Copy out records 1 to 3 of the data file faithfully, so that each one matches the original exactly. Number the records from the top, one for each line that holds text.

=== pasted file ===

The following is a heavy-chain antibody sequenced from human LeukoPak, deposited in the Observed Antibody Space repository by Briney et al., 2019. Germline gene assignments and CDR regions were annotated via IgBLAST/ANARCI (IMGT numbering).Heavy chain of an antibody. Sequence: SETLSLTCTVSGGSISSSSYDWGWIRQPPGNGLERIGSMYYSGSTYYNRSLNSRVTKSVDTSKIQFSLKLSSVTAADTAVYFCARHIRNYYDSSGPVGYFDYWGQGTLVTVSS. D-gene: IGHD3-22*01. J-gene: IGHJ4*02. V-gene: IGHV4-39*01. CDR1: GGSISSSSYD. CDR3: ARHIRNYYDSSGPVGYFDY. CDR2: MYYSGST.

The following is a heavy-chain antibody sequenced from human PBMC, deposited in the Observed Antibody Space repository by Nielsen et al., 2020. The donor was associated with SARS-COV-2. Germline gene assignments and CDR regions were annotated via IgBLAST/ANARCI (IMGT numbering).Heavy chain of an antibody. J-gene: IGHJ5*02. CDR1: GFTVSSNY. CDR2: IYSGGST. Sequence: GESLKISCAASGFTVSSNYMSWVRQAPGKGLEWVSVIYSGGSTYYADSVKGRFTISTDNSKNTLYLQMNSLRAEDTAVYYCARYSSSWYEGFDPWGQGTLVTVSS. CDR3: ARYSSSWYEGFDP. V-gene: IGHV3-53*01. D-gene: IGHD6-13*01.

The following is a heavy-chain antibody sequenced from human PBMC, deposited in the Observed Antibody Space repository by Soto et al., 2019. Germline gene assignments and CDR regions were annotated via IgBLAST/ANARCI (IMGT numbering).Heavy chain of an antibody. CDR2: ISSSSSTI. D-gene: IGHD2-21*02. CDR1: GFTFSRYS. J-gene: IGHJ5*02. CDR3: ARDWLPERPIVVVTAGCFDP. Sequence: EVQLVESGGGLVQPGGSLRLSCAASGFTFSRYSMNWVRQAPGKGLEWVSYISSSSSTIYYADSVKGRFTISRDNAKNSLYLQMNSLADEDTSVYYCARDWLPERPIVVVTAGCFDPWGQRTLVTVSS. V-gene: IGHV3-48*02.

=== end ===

The following is a heavy-chain antibody sequenced from human LeukoPak, deposited in the Observed Antibody Space repository by Briney et al., 2019. Germline gene assignments and CDR regions were annotated via IgBLAST/ANARCI (IMGT numbering).Heavy chain of an antibody. Sequence: SETLSLTCTVSGGSISSSSYDWGWIRQPPGNGLERIGSMYYSGSTYYNRSLNSRVTKSVDTSKIQFSLKLSSVTAADTAVYFCARHIRNYYDSSGPVGYFDYWGQGTLVTVSS. D-gene: IGHD3-22*01. J-gene: IGHJ4*02. V-gene: IGHV4-39*01. CDR1: GGSISSSSYD. CDR3: ARHIRNYYDSSGPVGYFDY. CDR2: MYYSGST.

The following is a heavy-chain antibody sequenced from human PBMC, deposited in the Observed Antibody Space repository by Nielsen et al., 2020. The donor was associated with SARS-COV-2. Germline gene assignments and CDR regions were annotated via IgBLAST/ANARCI (IMGT numbering).Heavy chain of an antibody. J-gene: IGHJ5*02. CDR1: GFTVSSNY. CDR2: IYSGGST. Sequence: GESLKISCAASGFTVSSNYMSWVRQAPGKGLEWVSVIYSGGSTYYADSVKGRFTISTDNSKNTLYLQMNSLRAEDTAVYYCARYSSSWYEGFDPWGQGTLVTVSS. CDR3: ARYSSSWYEGFDP. V-gene: IGHV3-53*01. D-gene: IGHD6-13*01.

The following is a heavy-chain antibody sequenced from human PBMC, deposited in the Observed Antibody Space repository by Soto et al., 2019. Germline gene assignments and CDR regions were annotated via IgBLAST/ANARCI (IMGT numbering).Heavy chain of an antibody. CDR2: ISSSSSTI. D-gene: IGHD2-21*02. CDR1: GFTFSRYS. J-gene: IGHJ5*02. CDR3: ARDWLPERPIVVVTAGCFDP. Sequence: EVQLVESGGGLVQPGGSLRLSCAASGFTFSRYSMNWVRQAPGKGLEWVSYISSSSSTIYYADSVKGRFTISRDNAKNSLYLQMNSLADEDTSVYYCARDWLPERPIVVVTAGCFDPWGQRTLVTVSS. V-gene: IGHV3-48*02.